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Did “Winning Time” do justice in portraying Pat Riley as a broken man?

A young Pat Riley was depicted as someone who had multiple breakdowns going through the stages of his current dark life.
Miami Heat president Pat Riley sits in the stands

Pat Riley a.k.a. The Godfather

The picture of Pat Riley that NBA fans always have in mind is this classy exquisite man brimming with confidence with his famous slicked-back hair wherever he goes. True enough, that’s who Riley is now, as he’s often seen these days watching the Miami Heat, where he serves as their President.

His famous sophisticated style is constantly alluded to by many, and more often than not, Riley looks calm and collected whenever a camera portrays him these days.

But according to “Winning Time: The Rise of a Lakers dynasty,” this wasn’t who Riley was after his playing days. Portrayed by actor Adrien Brody, Riley makes his debut on the third episode of “Winning Time,” looking the opposite of who he is right now — an unemployed and disoriented man who can’t figure out his life after his basketball career.

Throughout the third episode, a young Riley with his famous mustache was depicted as someone who had multiple breakdowns going through the stages of his current dark life. He was seen destroying his entire garage and holding a burned bat that depicted his father’s lengthy baseball career. Inspired by his wife, Riley was desperate to find purpose in his life, and he did this by applying for a broadcasting role for the Lakers alongside Chick Hearns.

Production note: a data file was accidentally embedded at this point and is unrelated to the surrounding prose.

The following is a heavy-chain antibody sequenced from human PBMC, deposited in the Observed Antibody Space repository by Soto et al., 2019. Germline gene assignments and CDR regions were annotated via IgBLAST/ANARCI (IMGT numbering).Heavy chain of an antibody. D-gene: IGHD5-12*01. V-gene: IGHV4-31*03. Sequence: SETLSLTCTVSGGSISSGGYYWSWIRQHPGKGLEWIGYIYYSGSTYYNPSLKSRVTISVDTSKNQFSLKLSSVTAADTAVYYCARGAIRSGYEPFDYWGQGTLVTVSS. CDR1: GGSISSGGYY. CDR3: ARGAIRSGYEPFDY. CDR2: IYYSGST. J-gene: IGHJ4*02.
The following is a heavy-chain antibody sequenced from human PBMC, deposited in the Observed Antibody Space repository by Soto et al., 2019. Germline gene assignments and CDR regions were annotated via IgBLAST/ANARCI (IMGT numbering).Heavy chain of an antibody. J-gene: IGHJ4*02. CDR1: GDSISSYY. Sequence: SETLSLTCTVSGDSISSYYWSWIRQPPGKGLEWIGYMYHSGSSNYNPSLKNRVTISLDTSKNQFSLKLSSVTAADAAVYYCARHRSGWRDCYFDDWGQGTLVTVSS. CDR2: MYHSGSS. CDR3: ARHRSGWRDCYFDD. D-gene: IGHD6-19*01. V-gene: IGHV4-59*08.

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The best is yet to come.

We are yet to see how Riley turned his life around, but the Godfather himself said that he started from scratch with the Lakers. Riley doesn’t talk much about his life post his playing career and rise to being a head coach. But he did give a glimpse of how his life was in that era.

I returned to Los Angeles as a color announcer to Chick Hearn and was even a ‘traveling secretary’ to the team,” he wrote, as reported by The Ringer. “I can still remember making flight arrangements and handing out boarding passes to players at the departure gate,” Riley added.

According to Brody, playing Riley’s role is “kind of like having faith,” as he does his best to do justice to act out an ironic time in Pat’s life. Thanks to Riley’s books and research about the NBA legend’s life, Brody has had a clear idea of how to approach his role.

“You know where the man ends up and what he’s achieved, and then you’re asked to portray a lower moment in his life and represent a sense of a drive, and maybe failures of belief at certain moments—but ultimately a sense of belief and determination in what you can achieve,”

Adrien Brody, The Ringer

An inspiring story in the making

We’ll never really know if Riley did break his garage or was this miserable back in the day until he confirms it. But his storyline is one to look out for.

It will be interesting to see how the ten-time champion (as an executive and coach combined) goes from rock bottom and a nobody to being one of the best executives in the NBA today. How does Riley overcome a depressing time in his life? How does he climb up the ladder from being a broadcaster to an assistant coach and now executive? Who paved the way for him?

These questions will be answered in the next episodes of Winning Time. 


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